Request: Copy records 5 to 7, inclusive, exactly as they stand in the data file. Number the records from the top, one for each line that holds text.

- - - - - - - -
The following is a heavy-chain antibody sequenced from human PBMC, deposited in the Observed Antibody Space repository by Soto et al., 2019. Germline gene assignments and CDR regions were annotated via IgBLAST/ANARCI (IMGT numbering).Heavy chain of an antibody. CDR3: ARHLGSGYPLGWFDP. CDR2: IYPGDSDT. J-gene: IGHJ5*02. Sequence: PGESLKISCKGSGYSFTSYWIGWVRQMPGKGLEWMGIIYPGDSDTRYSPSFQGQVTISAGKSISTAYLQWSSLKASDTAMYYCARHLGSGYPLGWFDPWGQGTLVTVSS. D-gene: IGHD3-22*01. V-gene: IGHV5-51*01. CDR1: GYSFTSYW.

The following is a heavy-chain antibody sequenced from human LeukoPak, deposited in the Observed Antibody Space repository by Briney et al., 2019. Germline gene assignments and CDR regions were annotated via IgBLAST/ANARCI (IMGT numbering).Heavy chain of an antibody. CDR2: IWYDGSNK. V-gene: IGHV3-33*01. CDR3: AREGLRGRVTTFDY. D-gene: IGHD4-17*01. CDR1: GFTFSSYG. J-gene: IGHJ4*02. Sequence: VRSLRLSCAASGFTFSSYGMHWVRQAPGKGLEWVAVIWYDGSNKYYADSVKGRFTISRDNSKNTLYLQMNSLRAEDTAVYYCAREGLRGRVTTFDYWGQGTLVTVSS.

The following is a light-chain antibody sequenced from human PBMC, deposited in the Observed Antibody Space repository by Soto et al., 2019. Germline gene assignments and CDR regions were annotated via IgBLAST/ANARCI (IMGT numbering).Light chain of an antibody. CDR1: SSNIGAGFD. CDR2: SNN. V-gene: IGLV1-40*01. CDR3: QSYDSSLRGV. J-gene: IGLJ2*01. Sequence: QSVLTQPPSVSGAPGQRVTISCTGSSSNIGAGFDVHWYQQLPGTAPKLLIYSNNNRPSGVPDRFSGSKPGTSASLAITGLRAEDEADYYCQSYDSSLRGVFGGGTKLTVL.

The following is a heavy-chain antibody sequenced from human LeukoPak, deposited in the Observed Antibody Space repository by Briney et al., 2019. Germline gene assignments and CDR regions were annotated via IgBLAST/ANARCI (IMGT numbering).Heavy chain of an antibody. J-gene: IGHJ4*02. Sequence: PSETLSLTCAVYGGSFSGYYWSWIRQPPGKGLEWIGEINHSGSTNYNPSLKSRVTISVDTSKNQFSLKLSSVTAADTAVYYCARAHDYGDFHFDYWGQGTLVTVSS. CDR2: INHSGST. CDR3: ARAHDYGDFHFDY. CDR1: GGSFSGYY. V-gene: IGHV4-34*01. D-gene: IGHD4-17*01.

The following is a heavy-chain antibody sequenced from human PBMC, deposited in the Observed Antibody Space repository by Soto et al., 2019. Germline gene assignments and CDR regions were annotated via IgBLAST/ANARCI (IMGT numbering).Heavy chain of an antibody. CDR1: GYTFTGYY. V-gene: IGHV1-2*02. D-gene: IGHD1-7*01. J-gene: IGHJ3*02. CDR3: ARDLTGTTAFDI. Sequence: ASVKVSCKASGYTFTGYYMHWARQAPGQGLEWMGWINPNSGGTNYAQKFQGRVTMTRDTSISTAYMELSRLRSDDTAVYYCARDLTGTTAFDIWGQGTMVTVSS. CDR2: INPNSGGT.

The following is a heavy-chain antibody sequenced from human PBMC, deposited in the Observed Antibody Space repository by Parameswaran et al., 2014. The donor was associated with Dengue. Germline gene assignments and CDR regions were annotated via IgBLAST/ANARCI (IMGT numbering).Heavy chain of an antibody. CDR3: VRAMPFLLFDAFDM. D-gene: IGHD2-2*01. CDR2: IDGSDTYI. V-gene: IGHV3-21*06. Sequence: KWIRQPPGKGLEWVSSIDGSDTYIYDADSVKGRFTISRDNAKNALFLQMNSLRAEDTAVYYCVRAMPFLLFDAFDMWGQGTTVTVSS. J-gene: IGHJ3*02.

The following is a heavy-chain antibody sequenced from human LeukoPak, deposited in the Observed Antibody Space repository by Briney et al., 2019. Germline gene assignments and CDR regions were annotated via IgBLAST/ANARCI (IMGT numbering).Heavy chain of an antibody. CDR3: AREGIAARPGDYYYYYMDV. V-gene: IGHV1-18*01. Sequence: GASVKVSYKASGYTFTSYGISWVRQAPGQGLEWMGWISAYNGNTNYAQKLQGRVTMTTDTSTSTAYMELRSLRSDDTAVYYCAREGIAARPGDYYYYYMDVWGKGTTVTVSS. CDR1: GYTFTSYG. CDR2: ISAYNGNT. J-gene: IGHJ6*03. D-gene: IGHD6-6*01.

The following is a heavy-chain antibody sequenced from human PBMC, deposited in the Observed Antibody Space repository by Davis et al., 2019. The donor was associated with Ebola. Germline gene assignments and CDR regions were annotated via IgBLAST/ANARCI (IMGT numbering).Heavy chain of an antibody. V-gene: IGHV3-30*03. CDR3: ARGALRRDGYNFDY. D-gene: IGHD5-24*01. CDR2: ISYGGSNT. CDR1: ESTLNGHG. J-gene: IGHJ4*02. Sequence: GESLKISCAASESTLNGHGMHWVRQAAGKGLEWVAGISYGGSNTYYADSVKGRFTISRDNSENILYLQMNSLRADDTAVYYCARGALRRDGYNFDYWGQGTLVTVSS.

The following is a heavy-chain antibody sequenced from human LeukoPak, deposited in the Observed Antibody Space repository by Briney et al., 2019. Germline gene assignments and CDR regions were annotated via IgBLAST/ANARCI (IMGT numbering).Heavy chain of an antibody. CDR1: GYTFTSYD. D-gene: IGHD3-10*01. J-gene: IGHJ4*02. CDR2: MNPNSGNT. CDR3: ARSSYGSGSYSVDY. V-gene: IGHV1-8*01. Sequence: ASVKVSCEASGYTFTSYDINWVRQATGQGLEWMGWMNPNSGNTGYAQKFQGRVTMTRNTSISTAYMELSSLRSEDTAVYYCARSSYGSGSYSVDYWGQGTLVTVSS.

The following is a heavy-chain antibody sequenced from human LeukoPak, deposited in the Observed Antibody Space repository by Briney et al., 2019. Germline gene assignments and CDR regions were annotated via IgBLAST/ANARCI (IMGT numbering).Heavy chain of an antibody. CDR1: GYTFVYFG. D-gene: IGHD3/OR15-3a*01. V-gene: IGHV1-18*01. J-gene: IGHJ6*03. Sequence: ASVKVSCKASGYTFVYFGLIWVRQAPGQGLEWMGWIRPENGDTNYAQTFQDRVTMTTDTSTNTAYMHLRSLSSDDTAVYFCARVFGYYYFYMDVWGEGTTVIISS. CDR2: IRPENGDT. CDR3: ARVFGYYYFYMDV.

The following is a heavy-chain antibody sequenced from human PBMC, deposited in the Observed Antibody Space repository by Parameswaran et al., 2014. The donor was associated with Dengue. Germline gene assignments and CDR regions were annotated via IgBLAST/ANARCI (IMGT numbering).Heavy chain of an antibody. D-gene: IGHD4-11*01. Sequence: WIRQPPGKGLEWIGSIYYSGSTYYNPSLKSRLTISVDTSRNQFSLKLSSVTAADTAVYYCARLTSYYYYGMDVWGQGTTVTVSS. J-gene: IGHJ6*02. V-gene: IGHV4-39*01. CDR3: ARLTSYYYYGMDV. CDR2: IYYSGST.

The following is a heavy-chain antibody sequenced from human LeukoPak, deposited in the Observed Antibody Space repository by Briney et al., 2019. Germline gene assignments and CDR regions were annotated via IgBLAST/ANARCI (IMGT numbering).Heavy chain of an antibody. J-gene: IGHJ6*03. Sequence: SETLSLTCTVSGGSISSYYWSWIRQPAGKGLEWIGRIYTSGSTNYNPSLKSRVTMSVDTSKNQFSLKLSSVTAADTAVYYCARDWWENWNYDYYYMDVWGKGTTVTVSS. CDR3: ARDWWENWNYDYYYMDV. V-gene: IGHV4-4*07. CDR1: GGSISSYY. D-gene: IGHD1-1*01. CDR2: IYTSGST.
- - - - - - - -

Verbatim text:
The following is a heavy-chain antibody sequenced from human PBMC, deposited in the Observed Antibody Space repository by Soto et al., 2019. Germline gene assignments and CDR regions were annotated via IgBLAST/ANARCI (IMGT numbering).Heavy chain of an antibody. CDR1: GYTFTGYY. V-gene: IGHV1-2*02. D-gene: IGHD1-7*01. J-gene: IGHJ3*02. CDR3: ARDLTGTTAFDI. Sequence: ASVKVSCKASGYTFTGYYMHWARQAPGQGLEWMGWINPNSGGTNYAQKFQGRVTMTRDTSISTAYMELSRLRSDDTAVYYCARDLTGTTAFDIWGQGTMVTVSS. CDR2: INPNSGGT.

The following is a heavy-chain antibody sequenced from human PBMC, deposited in the Observed Antibody Space repository by Parameswaran et al., 2014. The donor was associated with Dengue. Germline gene assignments and CDR regions were annotated via IgBLAST/ANARCI (IMGT numbering).Heavy chain of an antibody. CDR3: VRAMPFLLFDAFDM. D-gene: IGHD2-2*01. CDR2: IDGSDTYI. V-gene: IGHV3-21*06. Sequence: KWIRQPPGKGLEWVSSIDGSDTYIYDADSVKGRFTISRDNAKNALFLQMNSLRAEDTAVYYCVRAMPFLLFDAFDMWGQGTTVTVSS. J-gene: IGHJ3*02.

The following is a heavy-chain antibody sequenced from human LeukoPak, deposited in the Observed Antibody Space repository by Briney et al., 2019. Germline gene assignments and CDR regions were annotated via IgBLAST/ANARCI (IMGT numbering).Heavy chain of an antibody. CDR3: AREGIAARPGDYYYYYMDV. V-gene: IGHV1-18*01. Sequence: GASVKVSYKASGYTFTSYGISWVRQAPGQGLEWMGWISAYNGNTNYAQKLQGRVTMTTDTSTSTAYMELRSLRSDDTAVYYCAREGIAARPGDYYYYYMDVWGKGTTVTVSS. CDR1: GYTFTSYG. CDR2: ISAYNGNT. J-gene: IGHJ6*03. D-gene: IGHD6-6*01.